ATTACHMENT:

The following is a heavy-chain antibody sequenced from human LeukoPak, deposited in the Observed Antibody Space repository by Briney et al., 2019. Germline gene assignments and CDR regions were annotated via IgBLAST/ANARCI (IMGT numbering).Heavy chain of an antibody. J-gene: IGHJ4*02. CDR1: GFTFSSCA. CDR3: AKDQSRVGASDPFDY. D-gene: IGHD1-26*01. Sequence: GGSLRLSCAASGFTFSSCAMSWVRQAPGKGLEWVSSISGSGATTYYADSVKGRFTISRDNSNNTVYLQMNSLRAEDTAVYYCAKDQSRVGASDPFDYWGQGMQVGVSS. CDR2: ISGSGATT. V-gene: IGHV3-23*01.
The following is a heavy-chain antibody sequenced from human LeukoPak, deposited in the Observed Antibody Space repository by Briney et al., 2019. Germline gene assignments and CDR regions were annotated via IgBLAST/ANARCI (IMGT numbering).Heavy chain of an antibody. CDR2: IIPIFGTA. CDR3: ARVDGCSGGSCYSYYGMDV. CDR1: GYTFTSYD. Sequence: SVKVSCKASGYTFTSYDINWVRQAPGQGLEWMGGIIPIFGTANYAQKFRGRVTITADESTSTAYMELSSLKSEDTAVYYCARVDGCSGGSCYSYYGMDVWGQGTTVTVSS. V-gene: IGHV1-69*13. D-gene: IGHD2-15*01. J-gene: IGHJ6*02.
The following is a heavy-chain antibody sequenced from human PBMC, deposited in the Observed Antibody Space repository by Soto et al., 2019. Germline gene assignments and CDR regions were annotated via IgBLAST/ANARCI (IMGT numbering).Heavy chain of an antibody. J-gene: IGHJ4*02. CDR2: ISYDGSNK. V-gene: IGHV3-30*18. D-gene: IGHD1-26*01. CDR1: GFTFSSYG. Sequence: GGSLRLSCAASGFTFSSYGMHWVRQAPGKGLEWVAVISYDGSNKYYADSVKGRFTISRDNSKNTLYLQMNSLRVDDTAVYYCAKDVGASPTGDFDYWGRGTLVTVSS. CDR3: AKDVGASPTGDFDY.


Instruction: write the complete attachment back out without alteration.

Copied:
The following is a heavy-chain antibody sequenced from human LeukoPak, deposited in the Observed Antibody Space repository by Briney et al., 2019. Germline gene assignments and CDR regions were annotated via IgBLAST/ANARCI (IMGT numbering).Heavy chain of an antibody. J-gene: IGHJ4*02. CDR1: GFTFSSCA. CDR3: AKDQSRVGASDPFDY. D-gene: IGHD1-26*01. Sequence: GGSLRLSCAASGFTFSSCAMSWVRQAPGKGLEWVSSISGSGATTYYADSVKGRFTISRDNSNNTVYLQMNSLRAEDTAVYYCAKDQSRVGASDPFDYWGQGMQVGVSS. CDR2: ISGSGATT. V-gene: IGHV3-23*01.
The following is a heavy-chain antibody sequenced from human LeukoPak, deposited in the Observed Antibody Space repository by Briney et al., 2019. Germline gene assignments and CDR regions were annotated via IgBLAST/ANARCI (IMGT numbering).Heavy chain of an antibody. CDR2: IIPIFGTA. CDR3: ARVDGCSGGSCYSYYGMDV. CDR1: GYTFTSYD. Sequence: SVKVSCKASGYTFTSYDINWVRQAPGQGLEWMGGIIPIFGTANYAQKFRGRVTITADESTSTAYMELSSLKSEDTAVYYCARVDGCSGGSCYSYYGMDVWGQGTTVTVSS. V-gene: IGHV1-69*13. D-gene: IGHD2-15*01. J-gene: IGHJ6*02.
The following is a heavy-chain antibody sequenced from human PBMC, deposited in the Observed Antibody Space repository by Soto et al., 2019. Germline gene assignments and CDR regions were annotated via IgBLAST/ANARCI (IMGT numbering).Heavy chain of an antibody. J-gene: IGHJ4*02. CDR2: ISYDGSNK. V-gene: IGHV3-30*18. D-gene: IGHD1-26*01. CDR1: GFTFSSYG. Sequence: GGSLRLSCAASGFTFSSYGMHWVRQAPGKGLEWVAVISYDGSNKYYADSVKGRFTISRDNSKNTLYLQMNSLRVDDTAVYYCAKDVGASPTGDFDYWGRGTLVTVSS. CDR3: AKDVGASPTGDFDY.